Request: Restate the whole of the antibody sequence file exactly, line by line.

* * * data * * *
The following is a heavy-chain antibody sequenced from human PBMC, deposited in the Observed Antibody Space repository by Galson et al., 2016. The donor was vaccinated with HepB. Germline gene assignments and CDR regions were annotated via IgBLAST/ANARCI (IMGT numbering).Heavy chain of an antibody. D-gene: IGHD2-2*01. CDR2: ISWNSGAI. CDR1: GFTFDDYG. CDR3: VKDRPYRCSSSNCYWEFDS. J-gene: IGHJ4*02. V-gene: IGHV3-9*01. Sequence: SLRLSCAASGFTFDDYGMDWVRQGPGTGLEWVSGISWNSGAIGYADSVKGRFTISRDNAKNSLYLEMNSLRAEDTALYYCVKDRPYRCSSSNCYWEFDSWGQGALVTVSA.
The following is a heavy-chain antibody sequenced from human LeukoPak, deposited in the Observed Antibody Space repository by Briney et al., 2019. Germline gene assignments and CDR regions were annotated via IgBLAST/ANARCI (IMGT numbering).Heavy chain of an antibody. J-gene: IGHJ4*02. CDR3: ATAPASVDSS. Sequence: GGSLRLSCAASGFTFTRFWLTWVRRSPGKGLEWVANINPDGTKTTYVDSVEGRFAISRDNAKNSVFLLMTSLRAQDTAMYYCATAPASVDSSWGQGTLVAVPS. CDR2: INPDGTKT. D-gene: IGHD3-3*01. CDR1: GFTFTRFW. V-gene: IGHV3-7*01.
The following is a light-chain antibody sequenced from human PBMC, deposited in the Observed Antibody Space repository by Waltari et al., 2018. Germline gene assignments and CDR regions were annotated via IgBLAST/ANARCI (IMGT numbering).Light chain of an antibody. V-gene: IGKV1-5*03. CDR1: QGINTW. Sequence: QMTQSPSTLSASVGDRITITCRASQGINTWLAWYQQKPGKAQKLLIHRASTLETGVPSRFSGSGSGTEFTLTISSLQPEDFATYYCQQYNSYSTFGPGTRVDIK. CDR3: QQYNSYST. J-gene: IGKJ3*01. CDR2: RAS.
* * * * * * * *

The following is a heavy-chain antibody sequenced from human PBMC, deposited in the Observed Antibody Space repository by Galson et al., 2016. The donor was vaccinated with HepB. Germline gene assignments and CDR regions were annotated via IgBLAST/ANARCI (IMGT numbering).Heavy chain of an antibody. D-gene: IGHD2-2*01. CDR2: ISWNSGAI. CDR1: GFTFDDYG. CDR3: VKDRPYRCSSSNCYWEFDS. J-gene: IGHJ4*02. V-gene: IGHV3-9*01. Sequence: SLRLSCAASGFTFDDYGMDWVRQGPGTGLEWVSGISWNSGAIGYADSVKGRFTISRDNAKNSLYLEMNSLRAEDTALYYCVKDRPYRCSSSNCYWEFDSWGQGALVTVSA.
The following is a heavy-chain antibody sequenced from human LeukoPak, deposited in the Observed Antibody Space repository by Briney et al., 2019. Germline gene assignments and CDR regions were annotated via IgBLAST/ANARCI (IMGT numbering).Heavy chain of an antibody. J-gene: IGHJ4*02. CDR3: ATAPASVDSS. Sequence: GGSLRLSCAASGFTFTRFWLTWVRRSPGKGLEWVANINPDGTKTTYVDSVEGRFAISRDNAKNSVFLLMTSLRAQDTAMYYCATAPASVDSSWGQGTLVAVPS. CDR2: INPDGTKT. D-gene: IGHD3-3*01. CDR1: GFTFTRFW. V-gene: IGHV3-7*01.
The following is a light-chain antibody sequenced from human PBMC, deposited in the Observed Antibody Space repository by Waltari et al., 2018. Germline gene assignments and CDR regions were annotated via IgBLAST/ANARCI (IMGT numbering).Light chain of an antibody. V-gene: IGKV1-5*03. CDR1: QGINTW. Sequence: QMTQSPSTLSASVGDRITITCRASQGINTWLAWYQQKPGKAQKLLIHRASTLETGVPSRFSGSGSGTEFTLTISSLQPEDFATYYCQQYNSYSTFGPGTRVDIK. CDR3: QQYNSYST. J-gene: IGKJ3*01. CDR2: RAS.